In 2011, Dana-Farber/Children's Hospital Cancer Center's Pediatric Stem Cell Transplantation Program performed 93 stem cell transplant procedures, making the program one of the largest in the nation. The program is also among the country's safest, with one-year survival after transplant consistently exceeding 90 percent.
"Because of the intersection in expertise between our multispecialty children's hospital and National Center Institute -designated cancer center, our ability to help children navigate transplant is unparalleled," says Leslie E. Lehmann, MD, clinical director of the Pediatric Stem Cell Transplantation Program.
Established in the 1970s, the Pediatric Stem Cell Transplantation Program is one of the oldest and most experienced pediatric transplant centers. The program, at the forefront of transplantation research, has been designated as a Center of Medical Excellence by the Bone Marrow Transplant Quality Review Committee at UniCare, based on high care quality, high patient volume and a high number of positive long-term outcomes.
A range of conditions treated
Boston Children's 13-bed Stem Cell Transplant Unit treats children with a wide range of conditions, including many types of cancer and certain hematologic, immunologic and genetic disorders. The most common indications for stem cell transplant include acute lymphocytic leukemia (ALL) and other leukemias, severe combined immunodeficiency (SCID), bone marrow failure disorders (e.g. aplastic anemia), disorders of red blood cell production (e.g. sickle cell disease or thalassemia) and some solid tumors.
In malignant disorders, there are two primary reasons transplant is effective. First, it allows physicians to give higher doses of chemotherapy and then "rescue" patients with the stem cell transplant. Second, it's thought in some cases that the new bone marrow may exert a graft-versus-cancer effect on the recipient's immune system.
Stem cell transplant also makes it possible to correct certain genetic defects in the bone marrow using donor cells. For this reason, stem cell transplant represents a curative option for sickle cell disease, thalassemia, severe combined immune deficiency syndrome and various other genetic disorders.
Stem cell transplants may be either autologous (cells from the patient themselves) or allogeneic (cells from a compatible donor) depending on the condition treated. "We have a very strong donor search service, and we use both bone marrow donors and cord blood donors," says Dr. Lehmann. "This means that we are able to find an acceptable donor for virtually every patient."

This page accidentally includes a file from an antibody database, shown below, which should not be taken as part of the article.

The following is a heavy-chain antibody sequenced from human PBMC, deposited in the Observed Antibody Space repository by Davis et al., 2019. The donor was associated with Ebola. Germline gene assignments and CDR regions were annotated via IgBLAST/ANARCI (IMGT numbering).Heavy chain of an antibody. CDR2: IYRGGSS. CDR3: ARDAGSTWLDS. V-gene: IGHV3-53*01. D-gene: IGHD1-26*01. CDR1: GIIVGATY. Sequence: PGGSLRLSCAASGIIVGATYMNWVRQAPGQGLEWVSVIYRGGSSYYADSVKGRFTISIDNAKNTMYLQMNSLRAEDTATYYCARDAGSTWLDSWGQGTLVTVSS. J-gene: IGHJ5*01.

Reducing the risks
The Stem Cell Transplantation Program's long history of transplant experience has made the procedure much safer for today's patients. "Twenty years ago," says Dr. Lehmann, "up to half of patients undergoing unrelated stem cell transplant unfortunately died of complications. Today, that number is fewer than 20 percent nationwide and less than 10 percent at Dana-Farber/Children's Hospital Cancer Center. Transplant has become a much safer and better process over the years."
Outstanding supportive care provided by a team of experienced specialists is one of the most important factors in guiding children safely through transplant. "At Dana-Farber/Children's Hospital Cancer Center, we have a true multidisciplinary team. Every patient is cared for by a combination of a primary care nurse, stem cell transplant attending, nutritionist, pain expert and pharmacist. This team rounds with us regularly," says Dr. Lehmann.
As a result of this multidisciplinary approach, children undergoing transplants today tend to have very positive outcomes overall. "The vast majority of children both psychologically and medically," explains Dr. Lehmann. For those patients who do experience complications of transplant, Dana-Farber/Children's Hospital Cancer Center has established the Graft Versus Host Disease Clinic, the only clinic in the country dedicated to following children with transplant complications.
A partnership with pediatricians
"Transplants are among the most complex medical procedures that are done today," says Dr. Lehmann." They require a multidisciplinary team of which the primary care provider is a key piece." Following the initial diagnosis, primary care providers play a critical role in informing the transplant team about the medical and psychosocial history of the patient.
During transplantation, pediatricians are an important source of continuity and support for patients and their families. "Providers and patients should be aware that transplant is a very long process, a marathon not a sprint," cautions Dr. Lehmann. "The psychological, emotional and financial impact of transplant on patients and families is enormous, and they need support throughout the process." The Stem Cell Transplantation Program coordinates regularly with primary care providers throughout treatment. "We take communication with the referring physicians as one of our highest priorities, and weekly updates are sent out to keep primary care providers up-to-date," says Dr. Lehmann. "Because we work so closely with our referrers, we are able to transition patients back home more quickly."
Finally, after transplantation, pediatricians will resume the bulk of patient care. Specialists at the Stem Cell Transplantation Program are available to answer any questions providers may have and to consult on any transplant-related needs or complications following treatment.
The Stem Cell Transplantation Program is committed to helping primary care providers learn more about the procedure. "We are delighted to provide pediatricians with a tour of the Stem Cell Transplant Unit at any time or to answer any questions they may have," says Dr. Lehmann.
Make a referral: 617-632-3961 | 1-888-PEDI-ONC (733-4662)